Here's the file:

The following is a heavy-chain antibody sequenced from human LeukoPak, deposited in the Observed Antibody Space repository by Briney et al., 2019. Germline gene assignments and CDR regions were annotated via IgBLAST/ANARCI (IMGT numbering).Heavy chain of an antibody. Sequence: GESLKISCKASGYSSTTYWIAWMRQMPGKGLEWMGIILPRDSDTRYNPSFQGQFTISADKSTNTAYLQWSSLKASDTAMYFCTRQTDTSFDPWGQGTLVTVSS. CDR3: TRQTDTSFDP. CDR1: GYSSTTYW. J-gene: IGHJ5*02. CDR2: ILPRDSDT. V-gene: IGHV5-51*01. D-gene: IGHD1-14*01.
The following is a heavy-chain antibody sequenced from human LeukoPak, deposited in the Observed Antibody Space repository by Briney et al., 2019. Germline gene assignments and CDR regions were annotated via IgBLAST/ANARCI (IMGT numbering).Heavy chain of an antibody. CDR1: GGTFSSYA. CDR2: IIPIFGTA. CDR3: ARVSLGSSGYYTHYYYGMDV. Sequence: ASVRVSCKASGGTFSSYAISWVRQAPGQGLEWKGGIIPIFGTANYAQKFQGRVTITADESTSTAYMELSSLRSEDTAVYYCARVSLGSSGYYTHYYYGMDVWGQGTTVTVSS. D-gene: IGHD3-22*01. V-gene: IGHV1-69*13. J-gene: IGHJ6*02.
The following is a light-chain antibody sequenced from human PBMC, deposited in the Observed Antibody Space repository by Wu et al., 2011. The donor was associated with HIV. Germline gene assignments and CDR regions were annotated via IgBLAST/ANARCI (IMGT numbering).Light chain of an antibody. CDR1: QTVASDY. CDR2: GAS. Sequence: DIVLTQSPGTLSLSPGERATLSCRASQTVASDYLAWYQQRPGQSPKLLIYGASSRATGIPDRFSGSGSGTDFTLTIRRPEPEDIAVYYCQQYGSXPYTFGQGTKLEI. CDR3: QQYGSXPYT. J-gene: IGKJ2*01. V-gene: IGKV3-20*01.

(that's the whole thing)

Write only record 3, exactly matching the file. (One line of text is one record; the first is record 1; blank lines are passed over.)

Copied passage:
The following is a light-chain antibody sequenced from human PBMC, deposited in the Observed Antibody Space repository by Wu et al., 2011. The donor was associated with HIV. Germline gene assignments and CDR regions were annotated via IgBLAST/ANARCI (IMGT numbering).Light chain of an antibody. CDR1: QTVASDY. CDR2: GAS. Sequence: DIVLTQSPGTLSLSPGERATLSCRASQTVASDYLAWYQQRPGQSPKLLIYGASSRATGIPDRFSGSGSGTDFTLTIRRPEPEDIAVYYCQQYGSXPYTFGQGTKLEI. CDR3: QQYGSXPYT. J-gene: IGKJ2*01. V-gene: IGKV3-20*01.